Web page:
CHC placements need greater financial scrutiny

Continuing healthcare is a significant cost to CCGs across the country, but do CCGs know the underlying value for money and real cost of each placement? Ray Hart, director at Valuing Care, shares his insight

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The number of CHC placements to the NHS continues to rise with 62,000 people eligible for Continuing Health Care funding in 2015/16. The reasons for this increase are well known; primarily an ageing population with varying medical conditions requiring health intervention, and therefore funding for a variety of care packages. This has also been compounded by an increased awareness of CHC funding, and a number of legal test cases over the last 20 years.

However for the majority of CCGs, the prices and the underlying costs of CHC placements is a complex area that has remained relatively unchallenged.

Take CHC nursing home placements for older people for instance; it represents the largest number of placements commissioned, so it’s essential to buy at the correct price whilst also keeping administration costs low.

However the market is complex, with significantly inflationary pressures with CHC packages a small, but significant part of a wider mix of buyers. Councils and a growing numbers of private payers make up the rest of the market and their actions can have a direct influence on the overall price and availability of the market as a whole.

Traditionally councils have purchased a ‘one size fits all’ model with a residential placement paid for at the councils’ benchmarked or “Usual Price”. This is based on the assumption of a set number of care hours. For nursing homes placements the gross fee is increased and funded by the Funded Nursing Care element.

However for CHC packages with a cost element above FNC, the input hours and therefore cost and variability is much more complex. There is a much wider variability of the hours required for each case, as our work with CCGs has revealed, which cannot be easily banded without significant variation in activity and therefore cost to the provider.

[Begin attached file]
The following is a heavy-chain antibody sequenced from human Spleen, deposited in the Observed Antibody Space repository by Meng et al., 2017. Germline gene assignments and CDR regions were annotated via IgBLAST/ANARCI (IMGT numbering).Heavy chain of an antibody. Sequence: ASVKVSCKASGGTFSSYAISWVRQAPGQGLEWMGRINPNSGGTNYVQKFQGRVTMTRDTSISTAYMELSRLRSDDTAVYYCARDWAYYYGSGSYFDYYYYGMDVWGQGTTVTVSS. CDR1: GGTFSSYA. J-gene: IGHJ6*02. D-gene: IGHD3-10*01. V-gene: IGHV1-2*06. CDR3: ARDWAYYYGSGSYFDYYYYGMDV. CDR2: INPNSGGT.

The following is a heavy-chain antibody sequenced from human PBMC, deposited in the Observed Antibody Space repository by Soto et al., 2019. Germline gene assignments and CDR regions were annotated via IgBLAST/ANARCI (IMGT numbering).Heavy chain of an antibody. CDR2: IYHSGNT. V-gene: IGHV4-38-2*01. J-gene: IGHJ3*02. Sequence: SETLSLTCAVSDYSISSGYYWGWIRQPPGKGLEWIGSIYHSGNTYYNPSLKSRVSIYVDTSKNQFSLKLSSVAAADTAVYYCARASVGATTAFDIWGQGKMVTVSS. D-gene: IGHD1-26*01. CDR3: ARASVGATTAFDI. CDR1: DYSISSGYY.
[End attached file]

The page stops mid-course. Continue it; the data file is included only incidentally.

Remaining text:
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When comparing the needs of council funded placements the costs are balanced within an establishment, for CHC the costs are not balanced on a provider level but instead across the market.

For CHC placements the easiest way for commissioners to deal with the variability issue is to simply raise a fixed or banded price significantly to create more head room.

Unfortunately NHS budgets, and the need for value for money, mean that this is impossible in the current climate. Commissioners need to find a way of smoothing the variability of package costs whilst still ensuring that needs are met.

As an example, to solve this problem, Valuing Care has developed a hybrid model which means the majority of placements can be bought at standard nursing rates with any additional cost elements clearly specified and costed.

A model of this type, or a similar approach, helps CCGs identify the real cost of placements whilst managing the growing cost of administering CHC placements in a pressurised market.